David Goldberg, social studies teacher at Calhoun High School, knighted by Parte Guelfa


Extraordinary teachers can change a student’s life, and at Sanford H. Calhoun High School in the Bellmore-Merrick Central High School District, David Goldberg is doing just that. The Parte Guelfa in Florence, Italy knighted the social studies teacher earlier this year for his commitment to humanitarianism.

The Parte Guelfa, a knighthood and brotherhood dedicated to world preservation, was established in 1266 by the Knights of Florence, which received official approval by order of French Pope Clement IV, who was the main European authority in the Middle Ages that confirmed the privileges of kingdoms and institutions. Today, it is regarded as a community of highly distinguished and accomplished people active in the building of a better world.

For more than seven centuries, knights and dames in the Parte Guelfa were traditionally Italian, and normally Roman Catholics. The Parte Guelfa is now a universal institution, represented by nearly 50 nationalities and various religious beliefs.

At Calhoun, Goldberg teaches Voices of the Past, a class offered to 10th through 12th graders. The class is a joint venture between the English and social studies departments, focusing on the Holocaust, genocides in Rwanda and Cambodia, and looking at case studies of international human rights violations, such as those being committed in North Korea.

The interdisciplinary, yearlong elective course encourages students to use literature, first-person narratives and historical accounts to understand the causes of genocide, the rise of hate crimes and ways to prevent them in the future.

During a meeting of the Nassau County Legislature last month, Seth Koslow, a legislator representing parts of Bellmore and Merrick, recognized Goldberg for his accomplishment. The county honored Goldberg for “his commitment to environmentalism, peace and public education,” within the Bellmore-Merrick school community.

“Mr. Goldberg — or I guess I should call you Sir Goldberg — was recently knighted by the Parte Guelfa, a foreign order dating back to 1266,” Koslow said at the meeting. “Sir Goldberg has lived a life of humanitarianism, advocating for environmental preservation and for peace. He’s enriched the minds and souls of his students, bringing his passion for peace to the classroom.”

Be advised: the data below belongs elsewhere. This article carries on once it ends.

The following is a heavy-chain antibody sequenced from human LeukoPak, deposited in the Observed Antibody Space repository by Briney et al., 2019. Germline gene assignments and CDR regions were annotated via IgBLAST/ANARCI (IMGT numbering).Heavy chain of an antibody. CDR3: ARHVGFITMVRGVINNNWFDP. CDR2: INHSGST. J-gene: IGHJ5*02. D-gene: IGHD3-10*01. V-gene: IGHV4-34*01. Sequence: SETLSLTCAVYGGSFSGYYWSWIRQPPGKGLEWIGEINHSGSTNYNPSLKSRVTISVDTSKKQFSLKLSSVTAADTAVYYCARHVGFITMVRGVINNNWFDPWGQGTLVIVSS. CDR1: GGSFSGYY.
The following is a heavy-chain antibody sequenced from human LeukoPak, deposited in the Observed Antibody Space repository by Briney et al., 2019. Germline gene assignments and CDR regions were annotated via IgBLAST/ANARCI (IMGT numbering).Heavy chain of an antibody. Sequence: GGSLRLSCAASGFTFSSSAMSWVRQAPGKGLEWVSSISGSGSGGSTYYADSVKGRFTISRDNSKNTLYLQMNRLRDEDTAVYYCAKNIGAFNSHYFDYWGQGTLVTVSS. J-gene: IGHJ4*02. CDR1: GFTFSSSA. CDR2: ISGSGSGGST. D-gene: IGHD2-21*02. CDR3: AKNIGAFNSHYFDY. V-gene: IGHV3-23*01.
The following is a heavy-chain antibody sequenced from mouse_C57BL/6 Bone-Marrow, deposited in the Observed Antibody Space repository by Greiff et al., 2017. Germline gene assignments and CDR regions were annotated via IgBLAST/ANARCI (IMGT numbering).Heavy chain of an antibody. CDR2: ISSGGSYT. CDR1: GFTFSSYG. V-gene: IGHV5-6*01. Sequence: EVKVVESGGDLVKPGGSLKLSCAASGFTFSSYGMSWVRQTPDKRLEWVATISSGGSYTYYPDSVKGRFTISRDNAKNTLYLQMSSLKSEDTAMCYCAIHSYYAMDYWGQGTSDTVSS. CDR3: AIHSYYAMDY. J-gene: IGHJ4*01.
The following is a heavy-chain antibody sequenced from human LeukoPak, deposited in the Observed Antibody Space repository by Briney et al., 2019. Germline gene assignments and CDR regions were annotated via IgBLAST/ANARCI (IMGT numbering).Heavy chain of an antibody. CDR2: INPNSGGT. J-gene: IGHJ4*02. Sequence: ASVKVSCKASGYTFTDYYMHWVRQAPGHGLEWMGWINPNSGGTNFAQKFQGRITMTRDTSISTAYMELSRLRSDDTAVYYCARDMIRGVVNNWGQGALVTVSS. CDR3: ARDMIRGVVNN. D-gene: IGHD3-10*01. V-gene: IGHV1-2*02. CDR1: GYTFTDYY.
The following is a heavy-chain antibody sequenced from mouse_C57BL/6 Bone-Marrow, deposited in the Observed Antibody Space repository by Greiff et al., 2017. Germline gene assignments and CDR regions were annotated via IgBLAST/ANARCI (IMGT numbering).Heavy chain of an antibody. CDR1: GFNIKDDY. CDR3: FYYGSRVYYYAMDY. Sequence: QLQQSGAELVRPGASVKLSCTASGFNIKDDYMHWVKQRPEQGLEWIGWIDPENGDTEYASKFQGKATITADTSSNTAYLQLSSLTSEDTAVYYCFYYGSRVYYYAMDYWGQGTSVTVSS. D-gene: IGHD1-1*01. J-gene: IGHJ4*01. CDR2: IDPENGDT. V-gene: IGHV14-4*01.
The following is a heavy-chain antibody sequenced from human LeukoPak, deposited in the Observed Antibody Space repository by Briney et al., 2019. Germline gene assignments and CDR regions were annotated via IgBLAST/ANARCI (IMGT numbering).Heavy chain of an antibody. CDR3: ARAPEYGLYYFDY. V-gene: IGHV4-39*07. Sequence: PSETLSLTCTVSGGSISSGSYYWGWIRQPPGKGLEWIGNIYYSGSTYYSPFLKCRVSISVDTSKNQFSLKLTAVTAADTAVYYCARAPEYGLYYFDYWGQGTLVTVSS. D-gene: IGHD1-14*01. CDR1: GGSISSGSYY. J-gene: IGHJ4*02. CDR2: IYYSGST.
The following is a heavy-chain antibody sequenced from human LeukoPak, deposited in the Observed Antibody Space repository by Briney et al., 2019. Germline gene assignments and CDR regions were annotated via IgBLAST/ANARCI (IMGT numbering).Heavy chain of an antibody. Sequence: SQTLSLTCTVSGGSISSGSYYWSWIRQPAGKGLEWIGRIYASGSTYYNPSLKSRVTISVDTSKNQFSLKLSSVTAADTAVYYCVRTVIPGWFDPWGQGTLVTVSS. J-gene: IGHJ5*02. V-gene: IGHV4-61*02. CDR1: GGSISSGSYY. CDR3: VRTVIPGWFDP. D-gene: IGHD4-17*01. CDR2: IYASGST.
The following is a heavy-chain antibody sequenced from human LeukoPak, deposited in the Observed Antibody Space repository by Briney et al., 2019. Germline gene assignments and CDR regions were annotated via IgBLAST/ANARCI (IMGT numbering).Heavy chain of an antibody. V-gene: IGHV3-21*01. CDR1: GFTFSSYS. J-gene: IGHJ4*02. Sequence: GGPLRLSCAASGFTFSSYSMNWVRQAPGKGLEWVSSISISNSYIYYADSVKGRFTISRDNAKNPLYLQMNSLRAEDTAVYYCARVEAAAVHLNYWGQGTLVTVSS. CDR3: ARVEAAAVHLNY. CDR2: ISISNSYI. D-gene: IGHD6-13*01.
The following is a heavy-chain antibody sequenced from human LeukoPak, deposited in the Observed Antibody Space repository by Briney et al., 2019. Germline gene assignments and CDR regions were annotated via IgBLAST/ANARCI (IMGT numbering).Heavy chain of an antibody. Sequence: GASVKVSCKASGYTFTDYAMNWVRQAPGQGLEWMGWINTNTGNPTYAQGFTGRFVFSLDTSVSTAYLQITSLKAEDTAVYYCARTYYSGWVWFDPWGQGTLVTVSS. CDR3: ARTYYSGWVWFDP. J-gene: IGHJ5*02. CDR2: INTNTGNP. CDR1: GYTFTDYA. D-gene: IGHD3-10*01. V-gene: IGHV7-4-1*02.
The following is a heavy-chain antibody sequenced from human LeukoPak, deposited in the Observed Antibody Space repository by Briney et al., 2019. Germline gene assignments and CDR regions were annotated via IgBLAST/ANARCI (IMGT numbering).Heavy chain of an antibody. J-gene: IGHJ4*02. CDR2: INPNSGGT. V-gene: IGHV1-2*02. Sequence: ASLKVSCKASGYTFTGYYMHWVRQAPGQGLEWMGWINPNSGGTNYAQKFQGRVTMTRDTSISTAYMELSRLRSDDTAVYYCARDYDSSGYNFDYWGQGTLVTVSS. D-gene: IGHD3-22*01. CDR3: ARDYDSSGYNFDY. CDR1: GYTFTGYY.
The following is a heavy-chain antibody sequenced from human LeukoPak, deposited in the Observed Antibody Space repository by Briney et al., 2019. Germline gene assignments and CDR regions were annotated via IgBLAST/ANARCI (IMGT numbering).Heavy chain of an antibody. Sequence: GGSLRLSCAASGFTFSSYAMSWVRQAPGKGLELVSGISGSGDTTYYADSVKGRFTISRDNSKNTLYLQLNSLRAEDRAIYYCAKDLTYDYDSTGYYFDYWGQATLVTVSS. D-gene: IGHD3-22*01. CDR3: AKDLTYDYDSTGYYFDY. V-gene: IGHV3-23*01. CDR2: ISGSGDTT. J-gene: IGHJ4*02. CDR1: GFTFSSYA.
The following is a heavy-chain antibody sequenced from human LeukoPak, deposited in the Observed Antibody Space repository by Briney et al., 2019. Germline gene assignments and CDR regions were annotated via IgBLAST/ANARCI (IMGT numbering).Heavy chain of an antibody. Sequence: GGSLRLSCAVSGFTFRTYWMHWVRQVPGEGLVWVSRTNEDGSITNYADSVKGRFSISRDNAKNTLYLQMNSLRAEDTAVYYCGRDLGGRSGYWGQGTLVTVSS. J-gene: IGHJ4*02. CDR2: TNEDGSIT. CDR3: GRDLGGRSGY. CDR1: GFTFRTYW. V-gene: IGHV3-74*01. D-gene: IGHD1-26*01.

The ceremony in which Goldberg was knighted included marching through the streets of Florence, to the Basilica di Santa Croce, where artists Michelangelo and Dante are buried.

“Honoring the tradition from the 13th century,” Goldberg said, “new knights like me and Ladies of the Order of Parte Guelfa received knighthood in much the same way as they have for nearly 800 years.”

Koslow spoke highly of the class Goldberg teaches, and what its curriculum instills in students.

“In Voices of the Past, he taught students about human rights abuses, from the Rwandan genocide to the Holocaust,” Koslow said. “As a knight of the Parte Guelfa, he must further his longstanding commitment to humanitarianism.

“I’m humbled to give Mr. Goldberg this recognition,” Koslow added, “one with less grandeur than his investiture, but a recognition that I hope inspires the people of Nassau County to lead a life worthy of knighthood.”

Goldberg thanked Koslow and the County Legislature, and said he was “deeply honored” for the tremendous recognition.

“The Parte Guelfa, which knighted me in Europe with 26 other extraordinary people, are committed to sustainable development and to making a difference in the lives of others, so we leave this world a better place for those that come behind us,” Goldberg said. “It is a charge that I give to my students everyday right here in Nassau County, and it is a charge that I have to honor all of my colleagues with in the Bellmore-Merrick Central High School District, who also challenge their students to that cause.”

Goldberg was inducted into the Parte Guelfa with others who have the same mission — including Father Bernardo Gianni, a spiritual advisor to the pope.

“It is a charge to keep empowering my students to reach new heights, and to make a difference for future generations,” Goldberg said. “It is my hope to do just that.”